💲 NJ Republicans propose school funding plan that would reduce property taxes

🔹 No Democrats have announced support for the proposal

🔹 Gov. Phil Murphy released his budget blueprint next Tuesday

Just days before Gov. Phil Murphy is scheduled to deliver his proposed budget to the legislature, Republican Assembly members have released a proposal to fully fund New Jersey's schools while dramatically lowering property taxes.

The GOP would use up to $2.95 billion in money Democrats stashed away in budget surplus to provide 100% of required state aid to schools, but it comes with a catch.

To get the full funding, the plan requires each municipality to slash property taxes dollar-for-dollar.

It's a bold proposal in an election year that sees every legislative seat on the ballot.

It's also a proposal that has zero support in the Democratic-controlled Legislature. For now.

Assembly Minority Leader John DiMaio (R-Warren) says affordability and cutting costs for taxpayers has never been more important as families struggle with decades-high inflation.

"We have a duty to make New Jersey more affordable," DiMaio says. "We have to start somewhere."

attachment-The state has the money, but the property tax relief fund constantly gets raided to fund more political pork projects each year.

When Murphy reveals his budget plans next week, he is expected to propose more aid to local school districts but it is unlikely to incorporate any of the ideas being proposed by Republicans.

New Jersey still has a 2% property tax cap that limits the amount local levies can be raised, but there are exceptions that have allowed dramatic property tax increases in recent years.

attachment-Every new dollar of state aid is a new dollar for property tax relief.

Republicans are seeking to position themselves as the party of property tax solutions ahead of the November elections in the hopes that it will help them retake at least one of the legislative chambers.

Democrats have held significant majorities in both houses for two decades, relegating Republicans to irrelevancy in most policy-making decisions. Democrats still have a big enough majority they do not need any GOP votes to pass their bills.

DiMaio admitted during a news conference on Wednesday that he has not yet had any consultation with his Democratic colleagues about his school aid proposal but said, "We'll get to that."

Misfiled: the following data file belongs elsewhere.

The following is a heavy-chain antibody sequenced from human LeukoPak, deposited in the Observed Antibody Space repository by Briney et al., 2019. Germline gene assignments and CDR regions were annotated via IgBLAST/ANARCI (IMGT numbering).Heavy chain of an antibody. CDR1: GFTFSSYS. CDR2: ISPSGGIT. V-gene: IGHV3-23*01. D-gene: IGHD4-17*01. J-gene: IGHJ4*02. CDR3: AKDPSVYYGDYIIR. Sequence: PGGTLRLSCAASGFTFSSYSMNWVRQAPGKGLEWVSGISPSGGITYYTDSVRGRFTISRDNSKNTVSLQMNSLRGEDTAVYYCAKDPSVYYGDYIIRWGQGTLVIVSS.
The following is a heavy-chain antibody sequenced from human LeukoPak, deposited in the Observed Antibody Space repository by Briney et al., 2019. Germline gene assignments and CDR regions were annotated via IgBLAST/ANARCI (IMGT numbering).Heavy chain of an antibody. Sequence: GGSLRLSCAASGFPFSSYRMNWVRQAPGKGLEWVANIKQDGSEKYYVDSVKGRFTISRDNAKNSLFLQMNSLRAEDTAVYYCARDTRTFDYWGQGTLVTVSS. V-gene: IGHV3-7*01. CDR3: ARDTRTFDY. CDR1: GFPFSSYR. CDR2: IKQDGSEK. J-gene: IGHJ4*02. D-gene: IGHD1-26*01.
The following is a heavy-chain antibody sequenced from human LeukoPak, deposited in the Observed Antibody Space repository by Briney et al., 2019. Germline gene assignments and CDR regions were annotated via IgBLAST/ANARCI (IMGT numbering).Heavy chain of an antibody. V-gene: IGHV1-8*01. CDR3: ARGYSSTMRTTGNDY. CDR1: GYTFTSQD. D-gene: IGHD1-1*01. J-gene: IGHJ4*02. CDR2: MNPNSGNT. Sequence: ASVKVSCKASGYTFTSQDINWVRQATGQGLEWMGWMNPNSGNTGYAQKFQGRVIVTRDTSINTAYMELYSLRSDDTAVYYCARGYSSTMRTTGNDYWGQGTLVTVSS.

attachment-The strength of our workforce starts with education. But our workforce also needs a more affordable place to live, and that starts with property taxes.

Murphy cannot seek another term as governor, and there are persistent rumors he may make a run for the presidency if Joe Biden decides not to run. That could potentially make him more open to discussions with Republicans on budgeting issues to demonstrate an ability to be a bipartisan leader.

How much school aid did your town get in the last budget?  Keep scrolling to find out.

School aid for all New Jersey districts for 2022-23

The state Department of Education announced district-level school aid figures for the 2022-23 school year on Thursday, March 10, 2022. They're listed below, alphabetically by county. For additional details from the NJDOE, including specific categories of aid, click here.

Eric Scott is the senior political director and anchor for New Jersey 101.5. You can reach him at eric.scott@townsquaremedia.com

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Every NJ city and town's municipal tax bill, ranked

A little less than 30 cents of every $1 in property taxes charged in New Jersey support municipal services provided by cities, towns, townships, boroughs and villages. Statewide, the average municipal-only tax bill in 2021 was $2,725, but that varied widely from more than $13,000 in Tavistock to nothing in three townships. In addition to $9.22 billion in municipal purpose taxes, special taxing districts that in some places provide municipal services such as fire protection, garbage collection or economic development levied $323.8 million in 2021.

New Jersey high school graduation rates

The lists below show 4-year graduation rates for New Jersey public schools for the 2020-21 school year. The statewide graduation rate fell slightly, from 91% in 2019-20 to 90.6%.

The lists, which are sorted by county and include a separate list for charter schools, also include a second graduation rate, which excludes students whose special education IEPs allow them to qualify for diplomas despite not meeting typical coursework and attendance requirements.

Columns with an asterisk or 'N' indicate there was no data or it was suppressed to protect student privacy.

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